I love that your mom started almost all your meals the same way. My mom was kind of the same way. I have ADD when it comes to meal making…I rarely make the same thing over again and I’m bad about recipes. I just make stuff up…mostly because I’m lazy on the front end 🙂
I’m kind of halfway between planning and spontaneous when it comes to meal prep. I like starting with a recipe and then modifying it mercilessly. I also like planning out meals, but I tend to get overly ambitious in the planning stages. Usually I end up following my plan for the first couple of days of the week and making nice, elaborate(ish) meals (main dish, two vegetables, clean napkins), and then by Friday, we’re eating popcorn and frozen peas at a table piled with books and junk mail.
Ha! That sounds about right.
From my childhood: Tuna Wiggle, make the white sauce, add a can of tuna, peas, eat on noodles. I made it without the peas for dinner last night. I will have to see if I can find a can of salmon for next time. I also love to make my own mac and cheese, adding a couple cups of grated cheddar to the white sauce. I am usually too lazy to bake it, but it is still so much better then the boxed.
We had tuna noodle casserole, which is similar to your Tuna Wiggle, I think, except that my mom used canned cream of mushroom soup instead of a homemade white sauce (and baked it with crushed potato chips on top).
My kids prefer boxed mac and cheese to any “real” mac and cheese, but I’m not deterred and will continue trying to convince them to like the from-scratch stuff better.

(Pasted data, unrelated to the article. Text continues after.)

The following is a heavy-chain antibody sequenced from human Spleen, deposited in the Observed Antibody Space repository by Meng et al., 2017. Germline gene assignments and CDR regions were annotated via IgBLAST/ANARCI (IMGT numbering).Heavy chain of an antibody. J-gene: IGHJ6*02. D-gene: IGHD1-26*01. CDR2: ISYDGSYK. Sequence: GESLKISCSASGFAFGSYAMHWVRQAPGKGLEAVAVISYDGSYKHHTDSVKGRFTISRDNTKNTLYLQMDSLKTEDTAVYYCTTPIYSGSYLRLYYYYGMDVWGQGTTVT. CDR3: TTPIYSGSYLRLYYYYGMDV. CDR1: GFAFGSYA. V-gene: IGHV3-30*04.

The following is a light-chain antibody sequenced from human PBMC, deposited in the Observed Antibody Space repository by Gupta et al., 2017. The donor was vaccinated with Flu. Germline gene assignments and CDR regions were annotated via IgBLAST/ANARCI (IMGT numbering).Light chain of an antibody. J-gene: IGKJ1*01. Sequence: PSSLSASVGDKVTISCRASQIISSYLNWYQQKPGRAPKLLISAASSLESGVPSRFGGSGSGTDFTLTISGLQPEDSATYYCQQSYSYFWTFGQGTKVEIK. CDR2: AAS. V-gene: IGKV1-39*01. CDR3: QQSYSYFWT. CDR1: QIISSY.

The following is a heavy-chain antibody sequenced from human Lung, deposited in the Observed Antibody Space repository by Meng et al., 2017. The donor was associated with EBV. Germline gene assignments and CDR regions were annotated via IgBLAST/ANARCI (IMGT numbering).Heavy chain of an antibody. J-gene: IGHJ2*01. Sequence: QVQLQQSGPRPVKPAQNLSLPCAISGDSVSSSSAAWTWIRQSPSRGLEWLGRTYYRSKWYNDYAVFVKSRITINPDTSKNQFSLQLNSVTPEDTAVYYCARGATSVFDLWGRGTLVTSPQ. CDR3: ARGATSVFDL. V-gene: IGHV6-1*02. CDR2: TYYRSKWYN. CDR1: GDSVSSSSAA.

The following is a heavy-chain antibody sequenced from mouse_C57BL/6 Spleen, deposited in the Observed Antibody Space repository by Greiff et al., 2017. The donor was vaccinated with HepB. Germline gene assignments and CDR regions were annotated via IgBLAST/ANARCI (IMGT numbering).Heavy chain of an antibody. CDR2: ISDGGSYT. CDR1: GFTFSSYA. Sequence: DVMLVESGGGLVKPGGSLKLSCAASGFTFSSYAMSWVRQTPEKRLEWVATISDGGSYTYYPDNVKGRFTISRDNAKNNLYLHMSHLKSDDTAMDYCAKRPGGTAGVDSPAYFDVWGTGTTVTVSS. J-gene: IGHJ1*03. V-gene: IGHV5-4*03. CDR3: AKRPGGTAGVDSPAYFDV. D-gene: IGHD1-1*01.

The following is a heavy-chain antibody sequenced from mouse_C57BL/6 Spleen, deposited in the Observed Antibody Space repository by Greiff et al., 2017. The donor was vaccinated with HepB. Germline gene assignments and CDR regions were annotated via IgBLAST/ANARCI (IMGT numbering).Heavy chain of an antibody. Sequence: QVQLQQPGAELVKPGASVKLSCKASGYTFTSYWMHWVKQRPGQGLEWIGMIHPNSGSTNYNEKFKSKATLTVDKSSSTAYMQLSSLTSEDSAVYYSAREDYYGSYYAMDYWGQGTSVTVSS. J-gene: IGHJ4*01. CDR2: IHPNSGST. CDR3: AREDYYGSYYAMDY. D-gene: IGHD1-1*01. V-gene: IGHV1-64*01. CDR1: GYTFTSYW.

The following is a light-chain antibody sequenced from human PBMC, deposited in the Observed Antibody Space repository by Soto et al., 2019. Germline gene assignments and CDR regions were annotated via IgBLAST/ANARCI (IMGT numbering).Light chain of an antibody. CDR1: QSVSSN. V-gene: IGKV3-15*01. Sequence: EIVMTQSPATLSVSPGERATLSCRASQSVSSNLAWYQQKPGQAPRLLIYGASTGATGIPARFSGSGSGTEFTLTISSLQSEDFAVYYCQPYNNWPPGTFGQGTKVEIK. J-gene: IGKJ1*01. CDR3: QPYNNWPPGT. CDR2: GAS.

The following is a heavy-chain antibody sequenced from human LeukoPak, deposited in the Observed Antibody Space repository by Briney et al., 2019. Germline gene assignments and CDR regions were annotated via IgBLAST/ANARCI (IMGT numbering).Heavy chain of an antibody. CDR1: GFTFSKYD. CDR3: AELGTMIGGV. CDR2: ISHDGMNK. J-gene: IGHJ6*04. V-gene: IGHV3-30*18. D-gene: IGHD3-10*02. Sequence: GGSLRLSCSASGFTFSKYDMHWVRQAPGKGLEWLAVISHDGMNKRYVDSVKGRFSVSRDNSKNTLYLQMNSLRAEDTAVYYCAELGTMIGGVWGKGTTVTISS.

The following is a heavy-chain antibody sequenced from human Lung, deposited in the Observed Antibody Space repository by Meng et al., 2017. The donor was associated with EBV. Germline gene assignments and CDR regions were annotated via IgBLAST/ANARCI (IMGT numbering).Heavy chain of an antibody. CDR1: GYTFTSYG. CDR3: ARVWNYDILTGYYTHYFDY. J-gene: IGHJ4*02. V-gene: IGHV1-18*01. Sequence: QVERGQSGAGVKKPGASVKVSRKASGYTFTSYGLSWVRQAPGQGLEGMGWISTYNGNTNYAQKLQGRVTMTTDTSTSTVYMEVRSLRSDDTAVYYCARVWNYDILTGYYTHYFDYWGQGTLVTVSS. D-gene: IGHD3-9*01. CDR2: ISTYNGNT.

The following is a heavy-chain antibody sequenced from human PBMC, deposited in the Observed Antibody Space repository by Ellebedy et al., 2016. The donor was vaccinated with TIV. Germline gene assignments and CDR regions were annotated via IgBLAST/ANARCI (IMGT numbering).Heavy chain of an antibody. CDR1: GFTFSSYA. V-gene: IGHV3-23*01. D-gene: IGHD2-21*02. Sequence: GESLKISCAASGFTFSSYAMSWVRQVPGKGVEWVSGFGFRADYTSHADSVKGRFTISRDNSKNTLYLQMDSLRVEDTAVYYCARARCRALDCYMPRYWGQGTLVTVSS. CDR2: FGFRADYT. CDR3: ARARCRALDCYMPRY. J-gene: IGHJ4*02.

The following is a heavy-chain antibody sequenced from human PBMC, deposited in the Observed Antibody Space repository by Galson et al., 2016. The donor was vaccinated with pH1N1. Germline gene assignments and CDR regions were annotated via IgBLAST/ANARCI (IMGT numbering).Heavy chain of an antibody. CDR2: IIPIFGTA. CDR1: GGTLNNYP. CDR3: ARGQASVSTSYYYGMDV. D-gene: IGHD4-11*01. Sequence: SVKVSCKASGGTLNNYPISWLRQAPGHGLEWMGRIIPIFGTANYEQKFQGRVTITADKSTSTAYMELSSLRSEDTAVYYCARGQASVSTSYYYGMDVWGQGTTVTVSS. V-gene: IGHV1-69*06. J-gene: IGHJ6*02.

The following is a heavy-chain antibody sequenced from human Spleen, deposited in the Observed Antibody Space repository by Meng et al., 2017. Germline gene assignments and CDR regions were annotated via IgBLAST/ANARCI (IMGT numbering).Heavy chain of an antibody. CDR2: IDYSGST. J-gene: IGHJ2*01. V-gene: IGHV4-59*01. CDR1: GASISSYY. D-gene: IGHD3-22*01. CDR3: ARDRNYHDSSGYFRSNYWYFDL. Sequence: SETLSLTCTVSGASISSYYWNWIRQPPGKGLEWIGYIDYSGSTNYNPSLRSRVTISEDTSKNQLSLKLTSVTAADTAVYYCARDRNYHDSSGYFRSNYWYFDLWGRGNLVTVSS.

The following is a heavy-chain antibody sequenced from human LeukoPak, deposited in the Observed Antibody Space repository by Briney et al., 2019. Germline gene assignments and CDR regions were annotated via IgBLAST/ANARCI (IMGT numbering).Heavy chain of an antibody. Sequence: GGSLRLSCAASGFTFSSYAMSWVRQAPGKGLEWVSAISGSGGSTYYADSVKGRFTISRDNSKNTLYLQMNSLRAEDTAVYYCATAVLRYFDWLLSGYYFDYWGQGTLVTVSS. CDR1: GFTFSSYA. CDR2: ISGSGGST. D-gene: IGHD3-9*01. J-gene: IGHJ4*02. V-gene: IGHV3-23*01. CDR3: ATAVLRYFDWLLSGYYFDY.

OK, this looks seriously delicious. And it doesn’t hurt that it’s quick and easy.
These are the meals that ranked as comfort foods when I left home to go to college. Over the years, I realize I’ve come to assume that they weren’t actually good, it was just the association with home that made them seem tasty in my memory, but watching the kids dig in, I’m thinking that maybe they were really and truly yummy.
I actually made that cheddar chowder for some friends a couple New Years ago, served it in bread bowls and topped with CheezIts and chives – with a beer like a heavier American ale, it is an amazing pairing.
The white sauce in all those dishes is technically a bechamel made from the roux. You can use a bechamel as a base for queso for dip or nachos, alfredo sauce, add meat and call it chowder… it’s one of mother sauces and it is mind-blowingly flexible.
Cheddar chowder was always my favorite. I loved when Mom made it with swiss cheese in it, too. I still crave it sometimes.
The kids liked this so much, I might try to craft my own clam chowder out of this “mother sauce” (aptly named since we learned it from our mom). Weird cooking something I can’t taste, though.